Why should I cross compile? I myself asked this question. The context here is, I have to write an encryption program in C which will be used on both Windows and Linux. The program will encrypt a text in Windows and decrypt the same on Linux. My program is pretty small and it can be easily compiled on two machines, one with Windows and one with Linux. But I want to learn how to cross compile for Windows on Linux. Now coming to the question, I got some reasons for cross compiling here. To the large extent that is true but will not applicable in my case. In this post I will explain how to cross compile a simple C program using MingW toolchain for Windows on Linux. I am using Ubuntu here but it is same for other distros as well. In later articles I will show how to cross compile a library and link it as I did for my encryption program
Parsing XML and XML with namespaces is a day to day job for every developer. I use XML parser to validate auto generated XML files and for comparing XML files. XML parsing is part of my toolset. In this post we will parse XML files with and without namespace. Namespace is an important component in many XML files, for example, RSS feeds, configuration files etc. We use Python 3.7 and lxml module to parse the XML files.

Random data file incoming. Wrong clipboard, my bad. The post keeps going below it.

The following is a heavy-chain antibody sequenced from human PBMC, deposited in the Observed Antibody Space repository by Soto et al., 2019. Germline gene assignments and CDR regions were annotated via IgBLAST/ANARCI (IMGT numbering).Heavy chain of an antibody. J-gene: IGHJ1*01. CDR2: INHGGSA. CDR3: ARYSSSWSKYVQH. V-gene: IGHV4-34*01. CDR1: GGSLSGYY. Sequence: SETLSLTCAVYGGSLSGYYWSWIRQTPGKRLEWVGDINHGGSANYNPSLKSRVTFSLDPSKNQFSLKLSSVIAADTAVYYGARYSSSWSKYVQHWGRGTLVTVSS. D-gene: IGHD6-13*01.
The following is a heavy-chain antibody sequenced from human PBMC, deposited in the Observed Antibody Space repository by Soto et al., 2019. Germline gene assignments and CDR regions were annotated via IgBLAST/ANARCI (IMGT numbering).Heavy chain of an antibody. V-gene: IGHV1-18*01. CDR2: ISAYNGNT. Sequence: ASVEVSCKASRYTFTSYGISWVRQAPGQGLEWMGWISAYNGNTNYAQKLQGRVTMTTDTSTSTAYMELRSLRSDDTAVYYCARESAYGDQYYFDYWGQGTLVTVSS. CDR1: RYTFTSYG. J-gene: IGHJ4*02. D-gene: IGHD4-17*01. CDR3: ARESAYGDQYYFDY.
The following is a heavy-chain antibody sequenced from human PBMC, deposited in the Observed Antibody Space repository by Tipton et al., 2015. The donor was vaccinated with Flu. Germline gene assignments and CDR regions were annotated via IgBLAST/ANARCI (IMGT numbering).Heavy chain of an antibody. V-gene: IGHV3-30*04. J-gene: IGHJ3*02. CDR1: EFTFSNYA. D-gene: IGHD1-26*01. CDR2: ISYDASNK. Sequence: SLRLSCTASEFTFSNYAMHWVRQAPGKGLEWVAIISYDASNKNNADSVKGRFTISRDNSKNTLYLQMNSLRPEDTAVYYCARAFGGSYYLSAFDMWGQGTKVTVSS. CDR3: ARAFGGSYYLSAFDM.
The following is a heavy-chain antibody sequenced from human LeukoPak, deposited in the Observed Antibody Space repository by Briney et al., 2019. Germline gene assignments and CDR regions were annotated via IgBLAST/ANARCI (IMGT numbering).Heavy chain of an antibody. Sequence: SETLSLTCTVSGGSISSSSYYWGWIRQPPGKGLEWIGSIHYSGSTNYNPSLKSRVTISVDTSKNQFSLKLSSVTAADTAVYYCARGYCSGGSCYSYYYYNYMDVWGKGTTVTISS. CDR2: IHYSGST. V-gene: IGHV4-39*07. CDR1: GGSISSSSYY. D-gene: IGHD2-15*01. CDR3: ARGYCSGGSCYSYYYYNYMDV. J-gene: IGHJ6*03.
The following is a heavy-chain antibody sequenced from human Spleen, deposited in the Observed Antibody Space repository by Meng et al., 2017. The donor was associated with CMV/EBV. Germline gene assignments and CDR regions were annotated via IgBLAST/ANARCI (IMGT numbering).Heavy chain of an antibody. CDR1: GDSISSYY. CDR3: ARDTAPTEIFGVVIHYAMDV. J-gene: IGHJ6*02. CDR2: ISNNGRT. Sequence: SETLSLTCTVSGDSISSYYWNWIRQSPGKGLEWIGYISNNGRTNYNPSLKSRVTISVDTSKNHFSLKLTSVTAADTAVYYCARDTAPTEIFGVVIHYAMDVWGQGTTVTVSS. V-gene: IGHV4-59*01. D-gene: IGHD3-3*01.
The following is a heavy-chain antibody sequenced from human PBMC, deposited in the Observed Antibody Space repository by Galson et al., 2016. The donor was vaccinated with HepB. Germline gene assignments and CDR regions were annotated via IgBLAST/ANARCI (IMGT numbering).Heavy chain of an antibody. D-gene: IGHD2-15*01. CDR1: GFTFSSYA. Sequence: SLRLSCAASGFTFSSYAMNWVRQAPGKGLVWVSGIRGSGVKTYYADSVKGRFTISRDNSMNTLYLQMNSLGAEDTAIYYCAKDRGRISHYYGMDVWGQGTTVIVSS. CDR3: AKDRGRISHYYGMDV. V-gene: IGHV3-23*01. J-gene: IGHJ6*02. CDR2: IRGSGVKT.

If you are using a DSLR, you definitely know about RAW format. In DSLRs we have an option to save the image in JPEG or RAW format or both (with takes more space in the memory card). The advantage of RAW format is, it is uncompressed and stores more details related to the image captured. RAW format help photogtaphers to correct the images using post processing tools, like, Adobe Lightroom, Raw Therapee, Darktable etc. But I am not a professional photographer but a hobbyist. Though I store images in RAW format, thinking that in future I do post processing, I want them to convert it to JPEG and share it in social media platforms like Facebook, Instagram etc and photo blogs like viewbug. I was looking for a command line tool to simply convert my RAW files to JPEG.